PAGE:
Author Archives: Robert Avsec, Executive Fire Officer

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Battalion Chief (Ret.) Robert Avsec served with the men and women of the Chesterfield County (VA) Fire and EMS Department for 26 years. He’s now using his acquired knowledge, skills, and experiences as a freelance writer for FireRescue1.com and as the “blogger in chief” for this blog. Chief Avsec and his wife of 30+ years now make their home in Cross Lanes, WV. Contact him via e-mail, rpa1157@gmail.com.

Cleaning Your SCBA: Are You a Caveman or a Transformer?

During these types of events, and particularly during interior structural firefighting, the SCBA unit can be exposed to a toxic “soup” of chemicals, chemical compounds, and known carcinogens while it protects the firefighter’s respiratory system from those same hazards. And while much is currently being discussed and written about how to protect firefighters from those hazards, there is much to be learned about how to keep SCBA units clean and decontaminated after each use and ready for the next emergency.

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The Mind is a Terrible Thing to Waste

But perhaps the greatest threat to our psychological well-being is reluctance on the part of many in the emergency services field to accept that these hazards exist and that their negative impact on our lives, our families, and our organizations are real.  In many respects, to quote the adage, “We have met the enemy and it is us.”

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When Job Applications Leave You Speechless

As a PSAP [Public Safety Answering Point] manager one of the BIGGEST responsibilities is hiring and on-boarding new employees. Let's face it, this profession is one where the doors are constantly swinging open with turnover. It's easy to blame the management team, but the issues with retention in PSAPs are much more rooted than what's on the surface of workplace relationships.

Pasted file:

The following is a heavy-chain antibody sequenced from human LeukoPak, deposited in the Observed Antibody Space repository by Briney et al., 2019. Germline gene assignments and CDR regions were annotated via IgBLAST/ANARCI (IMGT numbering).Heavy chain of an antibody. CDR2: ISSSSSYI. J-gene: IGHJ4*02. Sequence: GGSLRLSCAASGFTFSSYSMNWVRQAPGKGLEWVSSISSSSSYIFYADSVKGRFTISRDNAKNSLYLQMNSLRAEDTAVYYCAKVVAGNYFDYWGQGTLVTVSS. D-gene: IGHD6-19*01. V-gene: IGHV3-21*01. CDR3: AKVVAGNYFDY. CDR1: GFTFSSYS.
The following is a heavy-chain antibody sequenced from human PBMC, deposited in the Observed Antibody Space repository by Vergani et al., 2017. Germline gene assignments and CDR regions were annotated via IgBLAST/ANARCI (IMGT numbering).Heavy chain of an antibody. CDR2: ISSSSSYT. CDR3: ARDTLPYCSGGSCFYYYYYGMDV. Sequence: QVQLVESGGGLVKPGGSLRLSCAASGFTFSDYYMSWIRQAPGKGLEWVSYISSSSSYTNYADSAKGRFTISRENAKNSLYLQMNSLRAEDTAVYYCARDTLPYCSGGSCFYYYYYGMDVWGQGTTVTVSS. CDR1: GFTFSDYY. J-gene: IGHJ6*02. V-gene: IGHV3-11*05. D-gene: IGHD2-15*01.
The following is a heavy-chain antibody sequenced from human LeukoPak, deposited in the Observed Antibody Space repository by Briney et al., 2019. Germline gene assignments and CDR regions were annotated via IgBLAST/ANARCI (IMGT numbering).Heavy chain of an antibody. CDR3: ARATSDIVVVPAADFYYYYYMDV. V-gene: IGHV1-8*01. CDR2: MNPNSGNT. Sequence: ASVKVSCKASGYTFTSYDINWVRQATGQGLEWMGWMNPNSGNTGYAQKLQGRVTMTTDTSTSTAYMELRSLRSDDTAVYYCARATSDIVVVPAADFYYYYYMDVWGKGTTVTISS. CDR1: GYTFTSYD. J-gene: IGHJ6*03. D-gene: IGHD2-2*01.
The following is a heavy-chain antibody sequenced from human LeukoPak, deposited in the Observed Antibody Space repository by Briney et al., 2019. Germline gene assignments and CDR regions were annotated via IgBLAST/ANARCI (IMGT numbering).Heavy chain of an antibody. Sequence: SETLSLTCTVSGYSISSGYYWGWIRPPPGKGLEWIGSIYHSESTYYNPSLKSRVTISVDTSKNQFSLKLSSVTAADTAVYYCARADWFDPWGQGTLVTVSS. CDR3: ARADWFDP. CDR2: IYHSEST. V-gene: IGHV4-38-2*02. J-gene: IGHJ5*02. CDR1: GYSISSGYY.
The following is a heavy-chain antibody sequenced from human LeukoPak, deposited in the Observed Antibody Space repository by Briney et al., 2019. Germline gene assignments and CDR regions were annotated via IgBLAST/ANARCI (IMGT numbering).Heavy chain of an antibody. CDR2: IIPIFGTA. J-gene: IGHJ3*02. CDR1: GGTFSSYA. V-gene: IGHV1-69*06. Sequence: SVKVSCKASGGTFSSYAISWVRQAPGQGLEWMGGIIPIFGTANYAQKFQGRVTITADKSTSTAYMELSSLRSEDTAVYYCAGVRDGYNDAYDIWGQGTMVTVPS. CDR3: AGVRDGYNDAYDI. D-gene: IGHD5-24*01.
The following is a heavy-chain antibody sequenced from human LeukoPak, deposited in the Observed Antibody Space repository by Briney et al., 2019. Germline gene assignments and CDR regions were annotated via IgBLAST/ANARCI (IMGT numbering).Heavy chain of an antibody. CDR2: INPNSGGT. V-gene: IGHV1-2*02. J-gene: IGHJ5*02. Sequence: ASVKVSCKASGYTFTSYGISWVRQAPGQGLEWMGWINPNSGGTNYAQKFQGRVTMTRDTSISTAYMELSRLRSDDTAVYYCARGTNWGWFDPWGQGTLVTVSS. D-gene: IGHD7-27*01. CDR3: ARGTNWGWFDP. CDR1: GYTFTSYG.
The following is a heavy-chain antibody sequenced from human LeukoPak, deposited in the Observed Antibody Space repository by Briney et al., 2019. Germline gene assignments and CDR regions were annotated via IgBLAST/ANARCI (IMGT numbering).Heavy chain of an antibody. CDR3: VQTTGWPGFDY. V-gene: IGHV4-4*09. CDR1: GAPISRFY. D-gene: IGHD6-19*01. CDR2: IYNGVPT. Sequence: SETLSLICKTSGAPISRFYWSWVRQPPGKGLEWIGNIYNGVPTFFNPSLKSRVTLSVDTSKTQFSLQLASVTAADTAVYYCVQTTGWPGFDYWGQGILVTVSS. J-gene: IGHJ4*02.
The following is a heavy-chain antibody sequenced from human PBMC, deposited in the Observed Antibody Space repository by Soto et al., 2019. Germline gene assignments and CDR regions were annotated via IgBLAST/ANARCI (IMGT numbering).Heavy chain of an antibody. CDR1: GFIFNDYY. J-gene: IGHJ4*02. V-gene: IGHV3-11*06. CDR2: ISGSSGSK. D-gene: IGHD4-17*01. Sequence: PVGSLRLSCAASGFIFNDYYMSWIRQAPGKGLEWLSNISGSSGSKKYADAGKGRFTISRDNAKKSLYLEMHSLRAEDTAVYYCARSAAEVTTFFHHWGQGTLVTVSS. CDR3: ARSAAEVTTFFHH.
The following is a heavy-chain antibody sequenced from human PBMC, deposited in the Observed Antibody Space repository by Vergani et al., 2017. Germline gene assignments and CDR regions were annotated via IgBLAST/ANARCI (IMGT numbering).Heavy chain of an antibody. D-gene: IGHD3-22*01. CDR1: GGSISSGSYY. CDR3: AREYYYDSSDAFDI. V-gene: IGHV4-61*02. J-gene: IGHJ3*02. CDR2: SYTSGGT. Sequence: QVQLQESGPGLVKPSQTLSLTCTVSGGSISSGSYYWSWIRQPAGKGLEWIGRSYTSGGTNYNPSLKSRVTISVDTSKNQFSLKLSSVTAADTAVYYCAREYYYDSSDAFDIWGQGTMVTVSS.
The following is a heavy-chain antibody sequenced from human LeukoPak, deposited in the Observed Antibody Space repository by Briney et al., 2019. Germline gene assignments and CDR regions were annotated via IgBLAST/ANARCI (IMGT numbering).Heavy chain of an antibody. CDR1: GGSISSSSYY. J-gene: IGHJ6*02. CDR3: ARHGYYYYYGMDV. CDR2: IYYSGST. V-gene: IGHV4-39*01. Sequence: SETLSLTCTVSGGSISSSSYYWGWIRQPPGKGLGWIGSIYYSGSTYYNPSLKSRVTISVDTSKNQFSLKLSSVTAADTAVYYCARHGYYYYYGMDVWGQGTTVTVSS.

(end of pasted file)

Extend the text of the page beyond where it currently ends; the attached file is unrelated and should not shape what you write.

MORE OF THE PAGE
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It’s Time to Limit Wearing of Firefighting Turnout Gear

Everybody is now starting to say, “Treat every structure fire like a hazmat incident” (Something I’ve been saying and writing about for about four or five years now). Well, do you ever see a hazmat team member wearing a Level A (fully encapsulated) protective suit unless they're working on an incident or training? No, you don't! And it's time every firefighter starts looking at their structural PPE the same way!

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What are the rules of interior structural firefighting?

Look, I’ve made this connection between the HAZWOPER standard and interior structural firefighting with about an hour’s worth of research. How long do you think it’s going to take for an attorney—and their legal team—representing a firefighter who’s developed cancer on the job to develop a solid case that their client’s cancer was caused by the inappropriate PPE and unnecessary exposure to toxic chemicals, chemical compounds, and carcinogens?

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A new structure fire response paradigm

We now know enough about the connection between firefighter exposures to the toxic chemicals, chemical compounds, and carcinogens present in today's smoke encountered during interior structural firefighting to know that it is not right to continue putting firefighters into that environment.

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